The Myth of Balance

By Nicole Hind

You can have it all’ they said! And we believed them. We still do, even though we pretend to know better these days.

Women in particular are plagued by the ‘balance’ narrative. I often hear versions of this in the counselling room: ‘I’m a bad mum’ (I wasn’t patient) ‘My career is down the toilet’ (I was too tired) ‘I’m a terrible partner’ (I didn’t remember their mum’s birthday) ‘My friends hate me’ (I can’t give them the same amount I used to) ‘our house is a pigsty (and it’s my fault).

You know ‘rationally’ it’s not realistic to divide yourself into portions and give 100% to each portion at all times, but beat the hell out of yourself when you can’t do it. You take responsibility for things that aren’t yours alone. When you are burnt out and feel like an inadequate hopeless case, who wins?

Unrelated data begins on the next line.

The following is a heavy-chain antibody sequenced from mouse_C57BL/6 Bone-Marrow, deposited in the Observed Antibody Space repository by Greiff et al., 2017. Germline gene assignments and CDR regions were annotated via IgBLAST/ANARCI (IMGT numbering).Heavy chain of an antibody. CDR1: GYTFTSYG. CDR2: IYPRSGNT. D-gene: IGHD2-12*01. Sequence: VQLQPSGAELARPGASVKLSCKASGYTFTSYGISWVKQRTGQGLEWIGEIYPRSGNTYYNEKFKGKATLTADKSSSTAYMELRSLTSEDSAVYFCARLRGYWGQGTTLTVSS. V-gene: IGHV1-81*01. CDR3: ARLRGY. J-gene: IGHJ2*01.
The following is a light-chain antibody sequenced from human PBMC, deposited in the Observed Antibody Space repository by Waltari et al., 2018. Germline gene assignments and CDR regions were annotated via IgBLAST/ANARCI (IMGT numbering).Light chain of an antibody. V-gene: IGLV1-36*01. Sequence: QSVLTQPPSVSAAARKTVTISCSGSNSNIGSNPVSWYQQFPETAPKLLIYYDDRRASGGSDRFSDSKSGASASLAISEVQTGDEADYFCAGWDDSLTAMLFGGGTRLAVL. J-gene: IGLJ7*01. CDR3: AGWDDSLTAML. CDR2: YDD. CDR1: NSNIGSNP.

The funny thing is, the aim of ‘finding balance’ is supposed to be about a fulfilling life: love, family, career, home, friends, adventures, self-care. Supposedly we have more freedom than ever. You aren’t oppressed by your life. And yet isn’t the impossible goal of ‘balance’ oppressive?

How can we escape this unhelpful fantasy?

Give yourself full permission to embrace messiness and ‘not-knowing’. Does anything else become available? Do you have more choices? Are there things you could be letting yourself off the hook for?

Put energy into the right things: less instead of more. Instead of trying to ‘fit in’ Mindfulness practice, be present with what you’re doing for 5 minutes. Celebrate whatever felt good. Stay in touch with what’s most important to you, even if that changes depending on what needs the most attention, and let the rest fade into static. You don’t need balance, you can just be human.

With a Masters in Narrative Therapy, Nicole has been practicing counselling for a bunch of years. Follow her blog to find out more: